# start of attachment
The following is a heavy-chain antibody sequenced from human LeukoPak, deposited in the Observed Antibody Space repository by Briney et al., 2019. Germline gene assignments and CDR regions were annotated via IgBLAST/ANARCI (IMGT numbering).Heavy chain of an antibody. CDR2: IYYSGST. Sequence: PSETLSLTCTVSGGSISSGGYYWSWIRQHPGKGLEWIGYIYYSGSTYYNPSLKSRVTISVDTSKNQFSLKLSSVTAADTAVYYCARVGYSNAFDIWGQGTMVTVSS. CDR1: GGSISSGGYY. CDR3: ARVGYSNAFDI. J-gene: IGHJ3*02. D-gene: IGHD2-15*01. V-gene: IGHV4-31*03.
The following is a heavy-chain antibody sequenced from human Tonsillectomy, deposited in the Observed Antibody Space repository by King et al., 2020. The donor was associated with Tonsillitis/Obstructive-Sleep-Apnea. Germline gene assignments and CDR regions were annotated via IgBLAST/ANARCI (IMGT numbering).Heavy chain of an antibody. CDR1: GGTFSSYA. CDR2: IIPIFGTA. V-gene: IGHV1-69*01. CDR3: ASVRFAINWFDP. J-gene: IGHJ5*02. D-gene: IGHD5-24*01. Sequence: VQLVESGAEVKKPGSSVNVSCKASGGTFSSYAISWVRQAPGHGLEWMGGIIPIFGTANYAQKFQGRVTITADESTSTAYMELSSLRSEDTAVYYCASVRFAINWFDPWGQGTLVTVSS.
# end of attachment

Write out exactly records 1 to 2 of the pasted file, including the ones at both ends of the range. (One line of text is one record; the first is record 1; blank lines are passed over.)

The following is a heavy-chain antibody sequenced from human LeukoPak, deposited in the Observed Antibody Space repository by Briney et al., 2019. Germline gene assignments and CDR regions were annotated via IgBLAST/ANARCI (IMGT numbering).Heavy chain of an antibody. CDR2: IYYSGST. Sequence: PSETLSLTCTVSGGSISSGGYYWSWIRQHPGKGLEWIGYIYYSGSTYYNPSLKSRVTISVDTSKNQFSLKLSSVTAADTAVYYCARVGYSNAFDIWGQGTMVTVSS. CDR1: GGSISSGGYY. CDR3: ARVGYSNAFDI. J-gene: IGHJ3*02. D-gene: IGHD2-15*01. V-gene: IGHV4-31*03.
The following is a heavy-chain antibody sequenced from human Tonsillectomy, deposited in the Observed Antibody Space repository by King et al., 2020. The donor was associated with Tonsillitis/Obstructive-Sleep-Apnea. Germline gene assignments and CDR regions were annotated via IgBLAST/ANARCI (IMGT numbering).Heavy chain of an antibody. CDR1: GGTFSSYA. CDR2: IIPIFGTA. V-gene: IGHV1-69*01. CDR3: ASVRFAINWFDP. J-gene: IGHJ5*02. D-gene: IGHD5-24*01. Sequence: VQLVESGAEVKKPGSSVNVSCKASGGTFSSYAISWVRQAPGHGLEWMGGIIPIFGTANYAQKFQGRVTITADESTSTAYMELSSLRSEDTAVYYCASVRFAINWFDPWGQGTLVTVSS.